Everyone in Mumbai has a monsoon story to tell. My own involves being sandwiched between a friend and a real-estate broker on a bubble-gum pink scooter, as the rain dissolved the world around us into a watery blur. It was the last week of June and my first week in Mumbai. I was still only a hosteller and hoping to upgrade my residency status to that of a tenant. It was the quest for more permanent lodgings that had led me to the unenviable position of being the soaking wet filling in a human vadapav zipping through the streets of Parel. It would also be my only happy memory of rains in this city, for a long time to come.

Monsoons in Mumbai have always possessed a mythical quality, with its annually recurring stories of flooded streets and crippled public infrastructure making news headlines across the country. On July 26, 2005, these legends acquired a darker edge as torrential rainfall brought the city to its knees and claimed hundreds of lives. When I moved to Mumbai five years later, the pall cast by the 2005 floods still lingered. Every instance of a few hours of incessant rainfall would stoke the fear lurking in the hearts of weathered Mumbaikars. Their eyes would widen as they recalled that fateful day in July and urged us – their newly immigrated colleagues – to leave the office at midday and return to the safety of our homes.

We were, of course, more than happy to comply; to swap the dreary company of legal briefs for the warm comfort of blankets and beverages. I could scarcely believe that the rainy-day holiday of my school-going years would continue to be viable currency at the start of my professional life, but the illicit thrill afforded by this discovery was soon replaced by ennui.

I had come to Mumbai prepared to face the ferocity of its monsoons but not its relentlessness. In my first few weeks in the city, there was no sign of the sun and a wet, grey blanket lay across the sky. It was precisely the kind of dismal weather that you do not wish to endure when suffering from bouts of homesickness. The shortest of walks guaranteed squelchy socks. A potent combination of sea breeze and road spray rendered umbrellas irrelevant – you were just as likely to be assailed horizontally as vertically. The pervasive damp – from my clothes to the walls of my room – was a physical manifestation of the moroseness that enveloped me. And to top it all off, before my first month in the city was over, I contracted malaria.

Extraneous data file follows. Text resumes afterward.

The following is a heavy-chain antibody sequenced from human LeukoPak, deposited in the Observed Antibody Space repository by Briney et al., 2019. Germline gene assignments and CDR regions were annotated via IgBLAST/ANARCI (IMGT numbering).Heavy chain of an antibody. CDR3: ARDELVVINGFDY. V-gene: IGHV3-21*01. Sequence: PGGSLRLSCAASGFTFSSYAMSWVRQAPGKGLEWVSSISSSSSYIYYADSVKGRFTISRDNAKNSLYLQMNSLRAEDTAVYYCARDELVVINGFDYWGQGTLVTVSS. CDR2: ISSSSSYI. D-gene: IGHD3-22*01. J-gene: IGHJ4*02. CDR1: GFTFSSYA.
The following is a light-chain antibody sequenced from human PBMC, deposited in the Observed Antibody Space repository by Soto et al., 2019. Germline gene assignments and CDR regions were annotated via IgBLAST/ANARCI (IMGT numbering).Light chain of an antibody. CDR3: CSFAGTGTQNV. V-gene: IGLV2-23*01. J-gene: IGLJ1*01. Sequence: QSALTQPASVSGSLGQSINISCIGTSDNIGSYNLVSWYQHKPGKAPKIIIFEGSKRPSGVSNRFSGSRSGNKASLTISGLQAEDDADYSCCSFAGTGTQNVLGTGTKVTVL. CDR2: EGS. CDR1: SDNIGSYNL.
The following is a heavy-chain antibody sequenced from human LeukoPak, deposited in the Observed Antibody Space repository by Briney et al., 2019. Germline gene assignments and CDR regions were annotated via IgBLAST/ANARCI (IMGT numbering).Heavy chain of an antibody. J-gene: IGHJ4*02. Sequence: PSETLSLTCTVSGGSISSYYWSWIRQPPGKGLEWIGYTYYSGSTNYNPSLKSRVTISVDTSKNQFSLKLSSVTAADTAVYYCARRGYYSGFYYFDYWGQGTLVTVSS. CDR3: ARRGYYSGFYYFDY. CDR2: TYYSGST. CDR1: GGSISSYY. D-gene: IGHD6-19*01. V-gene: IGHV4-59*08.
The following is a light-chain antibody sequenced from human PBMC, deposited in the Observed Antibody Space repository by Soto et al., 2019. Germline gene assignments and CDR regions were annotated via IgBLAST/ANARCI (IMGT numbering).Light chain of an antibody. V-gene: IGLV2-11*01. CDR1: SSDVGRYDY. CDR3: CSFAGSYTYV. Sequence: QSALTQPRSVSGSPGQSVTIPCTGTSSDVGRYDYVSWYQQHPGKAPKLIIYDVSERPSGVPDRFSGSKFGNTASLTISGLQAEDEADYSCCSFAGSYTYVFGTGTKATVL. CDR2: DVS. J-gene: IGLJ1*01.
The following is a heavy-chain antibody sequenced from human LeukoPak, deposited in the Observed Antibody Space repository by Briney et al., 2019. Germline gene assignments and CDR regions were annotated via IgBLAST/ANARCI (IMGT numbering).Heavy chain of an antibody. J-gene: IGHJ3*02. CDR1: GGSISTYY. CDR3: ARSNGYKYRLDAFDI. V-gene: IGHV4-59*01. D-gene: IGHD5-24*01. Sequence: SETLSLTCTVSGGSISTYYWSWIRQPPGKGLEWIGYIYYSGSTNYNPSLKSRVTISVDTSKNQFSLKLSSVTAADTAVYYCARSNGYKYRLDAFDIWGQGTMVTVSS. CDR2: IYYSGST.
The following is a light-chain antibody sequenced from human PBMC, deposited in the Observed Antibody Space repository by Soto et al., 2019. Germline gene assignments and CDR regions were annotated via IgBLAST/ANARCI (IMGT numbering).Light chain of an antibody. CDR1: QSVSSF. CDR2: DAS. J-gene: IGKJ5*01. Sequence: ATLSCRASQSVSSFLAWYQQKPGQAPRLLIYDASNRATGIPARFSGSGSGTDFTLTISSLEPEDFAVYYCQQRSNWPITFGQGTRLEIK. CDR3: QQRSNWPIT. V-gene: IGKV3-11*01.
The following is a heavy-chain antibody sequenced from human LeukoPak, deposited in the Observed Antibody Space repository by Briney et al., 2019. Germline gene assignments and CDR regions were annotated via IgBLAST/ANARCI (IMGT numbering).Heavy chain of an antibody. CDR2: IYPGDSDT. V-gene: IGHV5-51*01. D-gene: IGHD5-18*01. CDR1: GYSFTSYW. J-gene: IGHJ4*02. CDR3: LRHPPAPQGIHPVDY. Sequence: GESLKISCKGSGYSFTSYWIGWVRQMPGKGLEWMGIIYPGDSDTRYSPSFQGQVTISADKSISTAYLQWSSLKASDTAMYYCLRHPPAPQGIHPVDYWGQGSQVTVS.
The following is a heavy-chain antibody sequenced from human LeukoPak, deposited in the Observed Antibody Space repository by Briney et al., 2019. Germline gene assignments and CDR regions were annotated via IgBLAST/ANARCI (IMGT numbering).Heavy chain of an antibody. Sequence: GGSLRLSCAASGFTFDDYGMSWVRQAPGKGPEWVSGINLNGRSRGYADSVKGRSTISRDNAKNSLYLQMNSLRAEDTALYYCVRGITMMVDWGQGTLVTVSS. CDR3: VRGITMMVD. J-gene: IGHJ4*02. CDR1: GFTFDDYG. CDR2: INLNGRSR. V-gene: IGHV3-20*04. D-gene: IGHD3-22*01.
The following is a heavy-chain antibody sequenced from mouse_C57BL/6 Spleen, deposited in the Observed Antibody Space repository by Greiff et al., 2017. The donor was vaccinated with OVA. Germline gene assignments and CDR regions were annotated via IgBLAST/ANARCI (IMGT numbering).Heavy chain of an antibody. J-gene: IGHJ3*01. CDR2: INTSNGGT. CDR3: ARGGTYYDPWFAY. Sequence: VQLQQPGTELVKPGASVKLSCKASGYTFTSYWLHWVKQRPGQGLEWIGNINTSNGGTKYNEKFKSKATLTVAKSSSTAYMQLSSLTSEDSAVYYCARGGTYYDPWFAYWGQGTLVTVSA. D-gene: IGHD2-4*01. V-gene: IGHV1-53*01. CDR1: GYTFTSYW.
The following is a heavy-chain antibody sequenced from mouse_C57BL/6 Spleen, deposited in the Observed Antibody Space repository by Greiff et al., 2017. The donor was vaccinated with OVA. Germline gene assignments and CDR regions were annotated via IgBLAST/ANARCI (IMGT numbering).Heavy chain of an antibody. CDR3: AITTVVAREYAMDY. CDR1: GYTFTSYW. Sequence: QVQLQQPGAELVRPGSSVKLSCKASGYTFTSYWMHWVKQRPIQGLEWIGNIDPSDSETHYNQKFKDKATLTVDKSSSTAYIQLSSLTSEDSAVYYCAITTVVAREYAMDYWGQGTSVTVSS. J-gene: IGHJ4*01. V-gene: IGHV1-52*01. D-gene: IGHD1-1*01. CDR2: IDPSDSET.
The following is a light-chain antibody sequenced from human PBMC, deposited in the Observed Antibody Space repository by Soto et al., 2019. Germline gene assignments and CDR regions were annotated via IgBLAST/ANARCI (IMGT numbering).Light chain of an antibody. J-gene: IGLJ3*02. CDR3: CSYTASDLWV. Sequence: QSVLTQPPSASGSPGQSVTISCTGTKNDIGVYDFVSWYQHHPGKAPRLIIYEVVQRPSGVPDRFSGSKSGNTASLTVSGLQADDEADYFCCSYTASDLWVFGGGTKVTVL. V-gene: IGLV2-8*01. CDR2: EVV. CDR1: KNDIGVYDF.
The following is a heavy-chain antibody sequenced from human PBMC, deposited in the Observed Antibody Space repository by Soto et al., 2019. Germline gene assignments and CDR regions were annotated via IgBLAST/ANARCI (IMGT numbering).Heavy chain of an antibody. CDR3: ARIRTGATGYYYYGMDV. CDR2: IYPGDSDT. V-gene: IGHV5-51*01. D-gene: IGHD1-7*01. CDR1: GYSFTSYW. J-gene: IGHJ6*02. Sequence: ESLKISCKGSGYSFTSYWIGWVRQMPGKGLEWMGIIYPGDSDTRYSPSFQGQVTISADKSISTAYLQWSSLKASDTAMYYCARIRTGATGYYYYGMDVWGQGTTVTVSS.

As I writhed in bed in the grip of high fever, I cursed the existence of mosquitoes, of rain and of this city itself. Over time, I would learn to tolerate the first and adjust to the last, but to the rains I gave no quarter. That fateful initiation had left me embittered, with little time for the romantic notions of Mumbai monsoons peddled by popular culture and social media.

My experiences in later years did little to change my mind. Every year, like clockwork, there were days when high-tide alerts and heavy rains would combine to disrupt routine and threaten to bring life to a standstill. I would also come to discover that swapping puddled footpaths for a car seat offered scant protection against squelchy socks.

Driving through swamped localities often meant that water would stream into our car and gleefully slosh about our ankles. We would then coax and cajole the engine to keep it running, muttering prayers till we made it to the safe shores of a higher street. (On one occasion, I spotted an abandoned BMW sitting forlornly at the foot of Elphinstone Bridge. Evidently, the occupants’ prayers had gone unanswered.)

After nearly a decade of animosity, it was running that eventually softened my attitude to the rains. Running in the city – particularly, one so bereft of open spaces as Mumbai – is a tedious, and even dangerous, pursuit. For most of the year, city runners grimly contend with the heat, the crowds and the pollution but during the monsoons, their perseverance is rewarded.

The streets wear a freshly laundered look and the air is washed free of fumes. Seaside promenades lie empty, except for the runners and the romantics – the former exulting in motion and the latter relishing their coupled stillness. The raindrops driving into your face bring the world into sharper focus. Endorphins transform puddles from nuisances into essential stepping zones as you splash water with childish abandon, squelchy socks notwithstanding. And the thunderclaps ringing in your ears and powering your runs make you realise it is futile to hold grudges against seasons.

This will be my thirteenth monsoon in Mumbai and I suppose it will be much like the dozen before it. The municipal corporation has claimed to have “completed almost all of its pre-monsoon preparation works” but tradition dictates that there will, inevitably, be days of water-logged streets and civic disarray. There will be weeks of damp clothes and dank weather. There will be hours wasted in traffic jams and perhaps even (god forbid!) the flooding of cars. As the rainclouds indifferently roll in, they will be similar to their predecessors; yet I would have changed. There is far too much bad blood in our history for me to profess love for the Mumbai monsoons but I have learnt, at least, to try and let go of the hate.

Rohan Banerjee is a lawyer in Mumbai.